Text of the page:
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smh is repetitive and the artlife is on the money

evidence as follows:

1. today i read the second review of the Juan Davila show by a SMH 'arts writer' in as many weeks!

I mean, he's great, but, please, it's a little monotonous!
Do Tracey and John go to any other galleries apart from the MCA?
More to the point, does the arts editor actually read the submissions entering his inbox?

2. the artlife's poll, (that has been running for far too long now, but anyway) is officially gospel.

the top response to Winning an art competition is is
A way to pay off some credit card debt" at 28%.

Today, Lucy Culliton said, when asked what she was going to spend her winnings from the Portia Geach on said "pay of my credit card debt"!!!*

hmmm.. food for thought.

*[lovingly paraphrased from www.smh.com.au]


collections and philistines

well after all the heated discussion this week about philistines and bad corporate art collections, I went to the opening of the new round of works from the contemporary collection at agnes wales a little confused.

usually I either take the moral high ground and look at the work from a position of disdain, or, more often than not, with a sense of wonder and naivete, hoping to suck in all the knowledge and excitement about new work.

well, tonight I think I was so preoccupied with the upcoming liminal personae show at Gallery 4A, the meeting I’d had about it earlier in the evening, and the fact that I’d gotten away with telling the truth that sounded like a lie to the woman at the door, that I forgot to put on an opinon before I walked in. probably a good thing.

and as an aside, the truth that sounded like a lie was this: "this afternoon I emailed my very late RSVP to the art gallery and got an email back saying that the door list had already ‘gone downstairs’ and I would have to bring my invitation with me. well, in my haste to get to Chinatown in time, I forgot to take my invitation, but I had actually received one."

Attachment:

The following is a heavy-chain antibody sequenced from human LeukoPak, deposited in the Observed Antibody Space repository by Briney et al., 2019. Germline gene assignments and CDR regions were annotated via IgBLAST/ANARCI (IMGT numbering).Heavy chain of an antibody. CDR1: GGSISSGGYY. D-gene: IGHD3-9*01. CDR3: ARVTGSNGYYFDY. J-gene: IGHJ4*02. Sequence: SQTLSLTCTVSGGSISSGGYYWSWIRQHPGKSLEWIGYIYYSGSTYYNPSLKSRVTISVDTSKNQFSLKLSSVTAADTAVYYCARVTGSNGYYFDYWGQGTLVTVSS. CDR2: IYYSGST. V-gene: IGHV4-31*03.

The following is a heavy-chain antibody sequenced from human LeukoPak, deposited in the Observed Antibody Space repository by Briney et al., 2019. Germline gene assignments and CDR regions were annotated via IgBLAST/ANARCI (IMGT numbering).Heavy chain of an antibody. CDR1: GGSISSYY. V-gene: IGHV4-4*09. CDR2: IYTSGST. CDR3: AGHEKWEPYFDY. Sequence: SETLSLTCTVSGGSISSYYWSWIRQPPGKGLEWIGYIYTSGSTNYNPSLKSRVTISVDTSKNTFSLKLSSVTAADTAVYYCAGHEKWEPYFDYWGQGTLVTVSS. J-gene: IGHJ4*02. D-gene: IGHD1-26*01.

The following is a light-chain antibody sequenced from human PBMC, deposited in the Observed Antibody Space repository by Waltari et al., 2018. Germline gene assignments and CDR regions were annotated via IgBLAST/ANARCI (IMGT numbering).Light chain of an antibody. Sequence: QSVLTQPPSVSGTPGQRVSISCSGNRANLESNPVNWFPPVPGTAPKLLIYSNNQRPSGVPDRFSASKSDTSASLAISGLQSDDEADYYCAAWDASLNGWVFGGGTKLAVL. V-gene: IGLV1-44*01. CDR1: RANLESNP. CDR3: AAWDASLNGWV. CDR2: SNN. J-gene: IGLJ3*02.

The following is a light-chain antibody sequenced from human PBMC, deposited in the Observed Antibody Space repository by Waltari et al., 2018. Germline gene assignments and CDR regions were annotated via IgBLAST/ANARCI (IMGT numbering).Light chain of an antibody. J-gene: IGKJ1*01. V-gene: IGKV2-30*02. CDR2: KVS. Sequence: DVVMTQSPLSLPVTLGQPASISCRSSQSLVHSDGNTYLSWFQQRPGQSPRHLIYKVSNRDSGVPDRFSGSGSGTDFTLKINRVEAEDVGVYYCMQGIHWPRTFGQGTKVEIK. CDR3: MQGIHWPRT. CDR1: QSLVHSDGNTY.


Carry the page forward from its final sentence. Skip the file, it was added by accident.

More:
now if I was a door bitch, I wouldn’t let me in, so I’m grateful that the woman either didn’t care, or believed me. which was a relief, ‘cos I was actually telling the truth. I thought about telling an actual lie that sounded like the truth, just to make it easier, but I’m a shithouse liar.

anyway, back to the collection. I was quietly impressed with the works that are on show at the moment. there were a few safe favourites and I thought that the emphasis on bill henson’s early work was a little overdone (a bit like someone boasting that they knew the band before they went platinum), and I thought putting Jenny Watson’s Wings of Desire next to Tracey Emin’s work was a bit mean. The feeling and context of the works are similar, but Emin’s execution and schutzpah far outweighed the aussie girl and she ended up looking like the poor country cousin. As an aside Tracey isn’t listed in the chunky ‘handbook’ but I know I saw her work – I’m a huge fan of the diva.

Jenny WatsonWings of Desire
Image from www.artgallery.nsw.gov.au

Mat CollishawWaterfall
Image from www.artgallery.nsw.gov.au

Other work that really grabbed my attention was the Mat Collishaw Waterfall, which was a digital projection on sandblasted glass, set into a turning mirror frame complimented by a gilted mirror with running water flushing through it, on the floor.

Callum MortonMotormouth
Image from www.artgallery.nsw.gov.au